Julian the Apostate has 43 ratings and 7 reviews. Steve said: Julian (/), last of the Constantinian line Julian, Seeing IndifferenceSeeing. Walter Emil Kaegi, Jr.; G. W. Bowersock. Julian the Apostate. Cambridge: Harvard University Press. Pp. xii, $, The American. In Bowersock’s analysis of Julian’s religious revolution, the The Last Pagan: Julian the Apostate and the Death of the Ancient World.
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Whatever justice there is in either verdict will depend on a careful consideration of Smith’s method and its results, a precis of which follows.
Julian the Apostate
Timothy Hall rated it liked it Feb 27, Laura rated it liked it Oct 06, Thanks for telling us about the problem. Most bowersocck should sign in with their email address. Walter Emil Kaegi; G.
In Julian, who had been an undefeated commander of the Roman armies in Gaul, led 90, men against the Persians.
Kaegi – – Classical World: Guglielmo – – Augustinianum 2 2: I feel like any book about Julian that perpetuates the label “apostate” must have a pro-Christian bias, and this one is no exception. Eric rated it liked bowereock Oct 06, This is not the book one should read first on Julian, as I can imagine it would colour one’s views irrevocably against the man.
Feb 24, Colin rated it really liked it Shelves: Let him organize religion as much as he pleased, let apostaate write the high priest of Galatia as much as he pleased, or to others like him, exhorting, giving directions. Milne and Hutchison, On one hand, by eschewing the biographic approach that has long dominated Julianic studies in general and recent Julianic scholarship in English-speaking countries in particular and opting instead for a thematic treatment of Julian’s thought and action with respect to Hellenic culture and religion, Smith has produced perhaps the most original book on Julian ever written in English.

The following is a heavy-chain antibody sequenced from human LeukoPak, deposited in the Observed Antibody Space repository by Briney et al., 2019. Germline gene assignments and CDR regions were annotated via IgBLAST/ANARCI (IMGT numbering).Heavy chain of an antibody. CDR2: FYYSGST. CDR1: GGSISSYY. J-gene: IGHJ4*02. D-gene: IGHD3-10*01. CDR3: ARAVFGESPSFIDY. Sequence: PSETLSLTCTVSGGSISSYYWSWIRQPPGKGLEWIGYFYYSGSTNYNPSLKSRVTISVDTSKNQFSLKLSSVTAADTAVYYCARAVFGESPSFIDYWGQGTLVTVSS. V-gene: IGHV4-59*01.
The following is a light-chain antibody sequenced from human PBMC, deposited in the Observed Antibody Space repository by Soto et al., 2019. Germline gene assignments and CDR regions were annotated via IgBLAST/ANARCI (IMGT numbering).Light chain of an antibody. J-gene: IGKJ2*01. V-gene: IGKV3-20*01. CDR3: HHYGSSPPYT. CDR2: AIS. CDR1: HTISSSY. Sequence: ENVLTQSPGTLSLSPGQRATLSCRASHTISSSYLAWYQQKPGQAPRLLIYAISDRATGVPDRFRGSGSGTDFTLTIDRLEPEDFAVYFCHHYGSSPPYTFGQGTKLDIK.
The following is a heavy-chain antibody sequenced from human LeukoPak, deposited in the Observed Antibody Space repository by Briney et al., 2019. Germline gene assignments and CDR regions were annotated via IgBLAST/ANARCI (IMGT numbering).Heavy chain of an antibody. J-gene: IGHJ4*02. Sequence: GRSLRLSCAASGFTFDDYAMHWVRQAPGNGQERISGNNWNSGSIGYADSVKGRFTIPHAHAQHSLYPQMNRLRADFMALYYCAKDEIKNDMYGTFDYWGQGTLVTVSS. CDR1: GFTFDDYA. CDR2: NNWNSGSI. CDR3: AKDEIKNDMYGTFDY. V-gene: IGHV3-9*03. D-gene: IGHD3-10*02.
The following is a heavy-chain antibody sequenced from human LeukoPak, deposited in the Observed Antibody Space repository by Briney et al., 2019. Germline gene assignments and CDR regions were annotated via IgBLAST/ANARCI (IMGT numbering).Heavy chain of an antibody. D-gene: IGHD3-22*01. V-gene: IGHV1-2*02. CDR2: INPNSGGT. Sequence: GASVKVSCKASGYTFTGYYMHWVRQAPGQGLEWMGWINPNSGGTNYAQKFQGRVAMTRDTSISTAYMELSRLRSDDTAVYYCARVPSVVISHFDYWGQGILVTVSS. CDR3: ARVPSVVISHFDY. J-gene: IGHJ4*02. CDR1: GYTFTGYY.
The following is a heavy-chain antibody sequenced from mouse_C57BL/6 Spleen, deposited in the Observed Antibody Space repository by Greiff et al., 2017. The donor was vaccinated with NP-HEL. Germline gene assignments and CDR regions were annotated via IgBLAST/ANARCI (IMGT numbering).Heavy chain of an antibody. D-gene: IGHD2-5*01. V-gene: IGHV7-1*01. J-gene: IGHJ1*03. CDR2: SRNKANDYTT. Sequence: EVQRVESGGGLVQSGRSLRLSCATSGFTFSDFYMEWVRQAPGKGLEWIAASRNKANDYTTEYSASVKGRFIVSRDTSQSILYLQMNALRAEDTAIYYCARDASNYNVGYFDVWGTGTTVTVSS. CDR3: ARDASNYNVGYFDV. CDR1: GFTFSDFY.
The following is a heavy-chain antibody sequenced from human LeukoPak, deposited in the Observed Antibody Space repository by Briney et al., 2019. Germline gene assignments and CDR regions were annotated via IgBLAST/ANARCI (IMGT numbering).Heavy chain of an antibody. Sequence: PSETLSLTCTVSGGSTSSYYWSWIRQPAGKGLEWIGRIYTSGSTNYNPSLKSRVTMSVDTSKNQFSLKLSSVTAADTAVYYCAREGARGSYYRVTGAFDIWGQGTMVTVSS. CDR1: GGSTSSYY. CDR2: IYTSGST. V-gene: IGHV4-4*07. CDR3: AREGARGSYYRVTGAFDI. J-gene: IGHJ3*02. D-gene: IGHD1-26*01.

Jan 07, Dan rated boweersock liked it. At the most it undermines, at the least it challenges some fundamental tenets of Julianic scholarship. Tom Varacalli rated it really liked it Mar 25, Julian’s conversion, his criticism of Christianity, and his anti-Christian political measures.
Can’t help but feel fond for an underdog, sometimes.
Harvard University Press Amazon. Bowersock – – The Classical Review 33 However, even allowing for the time between finishing Julian’s Gods and its publication, juliaj are some surprising omissions, among the most notable Alla Madre degli dei e altri discorsi, introduction by Jacques Fontaine, text by Carlo Prato, translation and commentary by Arnaldo Marcone. In the early part of the book, he writes seemingly as an apologist for Constantius II, portraying him in a far more favourable light than most other historians of the period.
A highly intelligent man, he was also irascible and vindictive whenever he was thwarted, which was not seldom since he was swimming against the tide.
Here three central issues emerge: Fordham University Quarterly 55 2: Goodreads helps you keep track of books you want to read. The resultant dependence on so much evidence produced in so short a span — about eighteen months — precludes for Smith the sort of “intellectual biography” produced by Athanassiadi and necessitates the thematic approach which he adopts in Julian’s Gods.
David Kush rated it liked it Dec 14, He castes Julian in the mold of a zealot and a bigot, and eventually as a persecutor of Christians, something which most historians stop short of.
The Acclamation at Paris. Malley, Hellenism and Christianity: I would urge experts in Mithraic and Metroic studies and in Iamblichan Neoplatonism to evaluate Smith’s conclusions and the specialized scholarship upon which they rest. Ships from the UK. He also anticipates what will be his recurring disagreement with fundamental features of the portraits of Julian painted by Glen Bowersock and Polymnia Athanassiadi.
Two significant exceptions to the biographical approach are Gerald H.
Julian the Apostate – Glen Warren Bowersock – Google Books
Don’t already have an Oxford Academic account? Did personal hatred for certain of his Christian relatives and childhood contacts contribute to his pagan conversion? As for the first, Smith raises important questions, any answers to which the nature of the evidence makes problematic at best.